It is thus apparent that when the reel is rotated infa counterclockwise direction as in Fig. 8, the cam-shaped brake element 135 will rock in a clockwise direction around flared portion 141 which will deline the pivot for the assembly. So rocking, it will not resist or prevent the rotationof the reel. However, should this rotation of the reel be interrupted, then under the slightest clockwise rotation of the same, element 135' will swing in a counterclockwise direction and similarly move its slide 136. That slide is projected by springs 138 and 139 to 'assure contact between the brake element andthe periphery. of the reel. powerful spring, it follows that extension 140 will be biased around part 141 as a pivot to assure a swinging of the brake element 135 and slide 136 in a counterclockwise direction. Due to the cam edge surface of the brake element the reel will accordingly be locked from clockwise rotation.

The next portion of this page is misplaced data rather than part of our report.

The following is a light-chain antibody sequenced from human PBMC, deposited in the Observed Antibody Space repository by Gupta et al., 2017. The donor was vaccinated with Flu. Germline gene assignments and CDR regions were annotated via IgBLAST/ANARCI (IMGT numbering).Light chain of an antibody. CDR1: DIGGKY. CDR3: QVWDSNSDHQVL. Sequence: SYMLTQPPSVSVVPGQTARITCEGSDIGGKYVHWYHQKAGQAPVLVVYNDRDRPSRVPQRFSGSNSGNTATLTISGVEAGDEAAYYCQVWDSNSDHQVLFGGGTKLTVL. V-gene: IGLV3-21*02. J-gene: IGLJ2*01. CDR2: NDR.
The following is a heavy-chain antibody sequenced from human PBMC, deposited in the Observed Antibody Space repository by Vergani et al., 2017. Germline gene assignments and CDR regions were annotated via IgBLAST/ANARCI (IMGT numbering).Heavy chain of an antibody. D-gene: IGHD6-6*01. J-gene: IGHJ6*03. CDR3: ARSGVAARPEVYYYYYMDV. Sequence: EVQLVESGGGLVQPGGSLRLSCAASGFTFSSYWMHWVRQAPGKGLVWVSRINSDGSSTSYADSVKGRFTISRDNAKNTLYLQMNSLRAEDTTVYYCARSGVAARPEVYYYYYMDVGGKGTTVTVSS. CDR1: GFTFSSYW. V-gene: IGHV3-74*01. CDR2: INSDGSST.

However, should an operator desire to release the reel for such rotation, all that has to bedone is to exert pressure on operatingpart 143. This will cause stern 142 together with tapered part 141 to move inwardly as in Fig. ll. Tapered portion 141 will provide a cam riding within the opening furnished in slide 136 to retract that slide or move it away from the reel. The instant that'brake element 13S is out of engagement with the reel surface spring 126 will be free to turn that reel in a clockwise direction as viewed in Fig. 8. Therefore, the parts will move in this manner andl lead or cord 120 will be disposed upon the reel up to a point where plug 119 may be positioned adjacent the ange of carriage 107.